I’m a freelance journalist and published poet, based in Manchester.
My debut poetry pamphlet is available at wildpressedbooks.com/david-keyworth.html
Chorus of War
In the new production at the Royal Northern College of Music (RNCM), director Jonathan Cocker sets Vaughan Williams' opera (first performed in 1951) in the First World War. This results in some stunning set and costume design by Bob Bailey and lighting by Ian Sommerville.
Edward Robinson as the Pilgrim. Photo: Robert Workman
The bare trees, sandbags and jagged ground evoke the dynamic Vorticist paintings of Wyndham Lewis, such as A Battery Shelled (1919), the parched soil of Paul Nash and the unforgettable oil painting of blinded soldiers in Gassed by John Singer Sargent (1919).
The flashing lights in the background convey what Wilfred Owen called "the monstrous anger of the guns."
It is this nightmare world that the Pilgrim (Edward Robinson) is thrown into. Edward Robinson sustains the intensity of the role for the duration of the opera, in which he is ever-present on stage.
'The Menin Road' (1918) by Paul Nash Public domain. commons.wikimedia.org/wiki/
The problem is not with the performance but with the character itself. The libretto is by Ralph Vaughan Williams, with interpolations from the Bible and verses by Ursula Vaughan Williams (the composer's second wife).
It is text-heavy with biblical quotations which is not a problem in itself but it leaves little space for any three-dimensional characters to emerge.
The libretto is also burdened with the Pilgrim telling us how he feels at given moments - rather than it emerging from the music and a more poetic turn of phrase. "The thoughts of these things make me cry," he informs us at one point.
A scene where the First World War setting adds an extra dimension is when the Pilgrim is presented with the Staff of Salvation before he ventures into no-man's land. The presence of the Mayor and a marching band remind us of how advocates of war often frame the carnage as a noble fight against a demonic enemy-people.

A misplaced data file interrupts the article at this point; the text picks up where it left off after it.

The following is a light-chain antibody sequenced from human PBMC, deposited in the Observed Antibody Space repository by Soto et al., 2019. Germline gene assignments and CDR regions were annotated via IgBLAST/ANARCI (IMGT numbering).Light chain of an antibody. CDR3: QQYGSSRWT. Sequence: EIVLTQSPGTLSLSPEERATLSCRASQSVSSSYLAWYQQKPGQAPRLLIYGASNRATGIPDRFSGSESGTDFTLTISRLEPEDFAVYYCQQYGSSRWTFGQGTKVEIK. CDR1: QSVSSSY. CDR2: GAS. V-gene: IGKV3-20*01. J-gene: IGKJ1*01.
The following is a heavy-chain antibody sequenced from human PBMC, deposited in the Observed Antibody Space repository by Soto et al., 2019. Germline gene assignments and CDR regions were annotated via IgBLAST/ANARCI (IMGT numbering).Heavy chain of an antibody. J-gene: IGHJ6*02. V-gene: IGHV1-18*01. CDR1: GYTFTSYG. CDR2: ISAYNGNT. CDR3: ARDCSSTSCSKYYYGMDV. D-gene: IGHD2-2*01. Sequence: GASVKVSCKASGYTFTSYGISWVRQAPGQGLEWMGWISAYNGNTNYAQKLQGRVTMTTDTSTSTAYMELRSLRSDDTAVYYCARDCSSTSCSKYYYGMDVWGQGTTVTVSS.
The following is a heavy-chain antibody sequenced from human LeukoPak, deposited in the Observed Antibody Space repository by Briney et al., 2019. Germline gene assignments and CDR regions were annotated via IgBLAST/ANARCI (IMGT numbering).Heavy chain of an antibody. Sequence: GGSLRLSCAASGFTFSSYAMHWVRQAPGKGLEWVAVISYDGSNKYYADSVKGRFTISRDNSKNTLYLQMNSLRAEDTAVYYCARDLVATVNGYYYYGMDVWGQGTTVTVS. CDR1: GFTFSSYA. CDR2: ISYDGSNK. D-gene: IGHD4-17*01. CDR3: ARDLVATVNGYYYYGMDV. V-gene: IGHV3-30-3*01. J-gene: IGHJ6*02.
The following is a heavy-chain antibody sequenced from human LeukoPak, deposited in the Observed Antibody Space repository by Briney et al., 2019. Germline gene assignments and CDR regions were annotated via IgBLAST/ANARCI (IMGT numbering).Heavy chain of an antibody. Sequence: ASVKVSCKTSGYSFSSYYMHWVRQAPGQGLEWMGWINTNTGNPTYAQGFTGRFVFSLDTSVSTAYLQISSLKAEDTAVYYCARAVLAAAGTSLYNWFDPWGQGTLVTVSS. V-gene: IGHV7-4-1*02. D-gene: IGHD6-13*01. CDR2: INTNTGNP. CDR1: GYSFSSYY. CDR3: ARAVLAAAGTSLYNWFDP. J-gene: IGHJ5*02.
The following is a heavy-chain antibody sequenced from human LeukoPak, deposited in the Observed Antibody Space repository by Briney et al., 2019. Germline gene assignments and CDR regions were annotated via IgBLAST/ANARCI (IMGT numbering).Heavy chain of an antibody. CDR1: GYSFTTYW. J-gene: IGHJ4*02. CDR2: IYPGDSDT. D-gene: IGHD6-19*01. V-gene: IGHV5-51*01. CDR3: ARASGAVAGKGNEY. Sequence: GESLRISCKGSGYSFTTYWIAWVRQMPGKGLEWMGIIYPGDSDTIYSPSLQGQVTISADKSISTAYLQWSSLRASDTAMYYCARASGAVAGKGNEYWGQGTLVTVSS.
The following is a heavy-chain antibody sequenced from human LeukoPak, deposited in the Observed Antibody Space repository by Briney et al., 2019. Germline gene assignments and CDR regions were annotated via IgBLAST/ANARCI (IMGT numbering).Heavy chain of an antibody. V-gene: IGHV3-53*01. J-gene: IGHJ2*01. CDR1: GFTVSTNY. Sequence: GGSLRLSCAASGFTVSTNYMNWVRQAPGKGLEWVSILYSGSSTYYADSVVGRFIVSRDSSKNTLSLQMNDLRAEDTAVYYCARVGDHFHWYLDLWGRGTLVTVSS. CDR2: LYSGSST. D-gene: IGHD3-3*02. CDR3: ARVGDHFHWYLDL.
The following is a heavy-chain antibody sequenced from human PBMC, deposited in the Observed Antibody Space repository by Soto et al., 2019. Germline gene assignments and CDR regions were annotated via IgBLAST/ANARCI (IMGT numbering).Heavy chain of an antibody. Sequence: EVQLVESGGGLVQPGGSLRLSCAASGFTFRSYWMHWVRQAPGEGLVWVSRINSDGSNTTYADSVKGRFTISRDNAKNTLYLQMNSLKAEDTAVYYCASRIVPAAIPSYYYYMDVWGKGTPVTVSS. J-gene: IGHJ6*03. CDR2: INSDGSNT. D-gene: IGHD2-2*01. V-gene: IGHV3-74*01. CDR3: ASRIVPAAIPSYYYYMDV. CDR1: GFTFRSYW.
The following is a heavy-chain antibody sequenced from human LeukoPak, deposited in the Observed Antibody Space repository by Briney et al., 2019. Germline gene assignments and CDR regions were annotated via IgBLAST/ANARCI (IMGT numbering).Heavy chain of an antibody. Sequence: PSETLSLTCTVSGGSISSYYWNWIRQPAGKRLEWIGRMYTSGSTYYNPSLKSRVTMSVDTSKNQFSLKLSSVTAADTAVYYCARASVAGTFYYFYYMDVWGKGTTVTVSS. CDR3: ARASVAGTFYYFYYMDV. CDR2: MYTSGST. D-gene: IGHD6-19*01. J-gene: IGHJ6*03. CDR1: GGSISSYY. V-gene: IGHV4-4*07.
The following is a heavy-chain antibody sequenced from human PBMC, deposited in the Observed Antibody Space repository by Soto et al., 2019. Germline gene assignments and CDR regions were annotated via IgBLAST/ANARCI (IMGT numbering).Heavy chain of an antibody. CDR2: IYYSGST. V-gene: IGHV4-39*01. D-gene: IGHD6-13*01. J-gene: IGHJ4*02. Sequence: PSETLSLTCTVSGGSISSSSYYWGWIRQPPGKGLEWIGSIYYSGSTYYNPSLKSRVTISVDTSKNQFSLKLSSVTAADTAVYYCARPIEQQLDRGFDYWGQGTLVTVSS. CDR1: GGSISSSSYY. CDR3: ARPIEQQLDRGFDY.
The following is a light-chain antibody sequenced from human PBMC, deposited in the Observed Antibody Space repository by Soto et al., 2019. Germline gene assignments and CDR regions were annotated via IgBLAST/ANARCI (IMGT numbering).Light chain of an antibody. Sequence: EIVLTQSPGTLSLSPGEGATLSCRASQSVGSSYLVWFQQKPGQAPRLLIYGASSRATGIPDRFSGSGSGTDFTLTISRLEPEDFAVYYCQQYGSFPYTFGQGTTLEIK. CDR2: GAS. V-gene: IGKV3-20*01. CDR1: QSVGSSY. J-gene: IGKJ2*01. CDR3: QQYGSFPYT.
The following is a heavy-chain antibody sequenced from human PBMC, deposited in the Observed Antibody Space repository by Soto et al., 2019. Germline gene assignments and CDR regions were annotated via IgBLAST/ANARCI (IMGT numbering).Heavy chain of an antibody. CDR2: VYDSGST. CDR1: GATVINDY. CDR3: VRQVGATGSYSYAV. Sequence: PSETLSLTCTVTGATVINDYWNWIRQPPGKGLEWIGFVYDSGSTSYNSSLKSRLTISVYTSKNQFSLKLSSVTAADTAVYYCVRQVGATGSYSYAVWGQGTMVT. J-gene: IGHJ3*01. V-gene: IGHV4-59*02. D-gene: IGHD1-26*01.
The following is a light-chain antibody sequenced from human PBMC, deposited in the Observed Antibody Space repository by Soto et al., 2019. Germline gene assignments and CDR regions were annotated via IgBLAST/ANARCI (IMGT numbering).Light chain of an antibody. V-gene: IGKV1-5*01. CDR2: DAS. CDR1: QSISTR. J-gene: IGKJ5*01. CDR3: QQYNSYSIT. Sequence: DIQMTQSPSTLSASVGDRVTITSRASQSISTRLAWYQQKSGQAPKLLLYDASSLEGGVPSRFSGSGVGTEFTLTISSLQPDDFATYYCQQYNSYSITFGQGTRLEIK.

It is complemented by a stunning scene where dead soldiers' arms emerged out of the jagged ground - as if one of the artist Stanley Spencer's murals has been brought to life.
Peter Lidbetter gives a commanding performance as the Evangelist - in the guise of an army commander. He makes the most of some of the best music in the opera.
Ralph Vaughan Williams gives the baritone a deeply foreboding presence which even hints at moral ambiguity. It has the atmosphere of Mozart's Il Commendatore dragging Don Giovanni to hell or Darth Vader making his first appearance in Star Wars.
The second half opens with the most colourful scene (in more ways than one.) We are in the world of Vanity Fair with all its topsy-turvy morality. Madam Wanton (Clare Hood) and Madam Bubble (Naomi Rogers) loom over the Pilgrim but there is no real sense of jeopardy because we know that our hero will never succumb to these carnal temptations.
"He made light of our merchandise," complains the Rasputin-like Lord Lechery (Andrew Masterson). It should be funny but the comedy gets lost in the sermonising.
The Pilgrim's Progress (1678) was written by John Bunyan. while he was in prison for violations of the Conventicle Act of 1664, which made it illegal to hold religious meetings of five or more people outside the Church of England
His Nonconformist preaching had fallen foul of Charles II and the restored monarchy of 1660, after Oliver Cromwell's rule.
'The Pilgrim's Progress' by John Bunyan - Yale University copy of third edition., Public Domain,https://commons.wikimedia.org/w/index.php?curid=61676667
The opening scene of the opera is a direct reference to Bunyan's imprisonment. Vaughan Williams kept a copy of the book with him while he served as a medical orderly and a 2nd Lieutenant in the Royal Garrison Artillery.
The opera (or 'morality' as Vaughan Williams called it) is worth seeing for its wonderful musical contrasts and crescendos. The setting and design in this RNCM production is almost worth the ticket price alone.
If the libretto had less sermonising and more nuanced, character and wit it would no doubt be revived more often.